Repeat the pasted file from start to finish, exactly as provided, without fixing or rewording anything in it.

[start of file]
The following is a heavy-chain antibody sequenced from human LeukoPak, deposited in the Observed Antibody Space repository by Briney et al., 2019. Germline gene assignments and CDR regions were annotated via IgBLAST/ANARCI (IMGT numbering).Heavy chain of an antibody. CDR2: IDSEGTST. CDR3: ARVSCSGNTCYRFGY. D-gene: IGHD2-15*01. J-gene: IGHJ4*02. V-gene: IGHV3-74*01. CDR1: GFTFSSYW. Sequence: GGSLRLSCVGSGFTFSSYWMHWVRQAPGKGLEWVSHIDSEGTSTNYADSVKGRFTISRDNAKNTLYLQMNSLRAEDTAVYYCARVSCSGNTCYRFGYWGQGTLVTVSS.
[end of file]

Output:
The following is a heavy-chain antibody sequenced from human LeukoPak, deposited in the Observed Antibody Space repository by Briney et al., 2019. Germline gene assignments and CDR regions were annotated via IgBLAST/ANARCI (IMGT numbering).Heavy chain of an antibody. CDR2: IDSEGTST. CDR3: ARVSCSGNTCYRFGY. D-gene: IGHD2-15*01. J-gene: IGHJ4*02. V-gene: IGHV3-74*01. CDR1: GFTFSSYW. Sequence: GGSLRLSCVGSGFTFSSYWMHWVRQAPGKGLEWVSHIDSEGTSTNYADSVKGRFTISRDNAKNTLYLQMNSLRAEDTAVYYCARVSCSGNTCYRFGYWGQGTLVTVSS.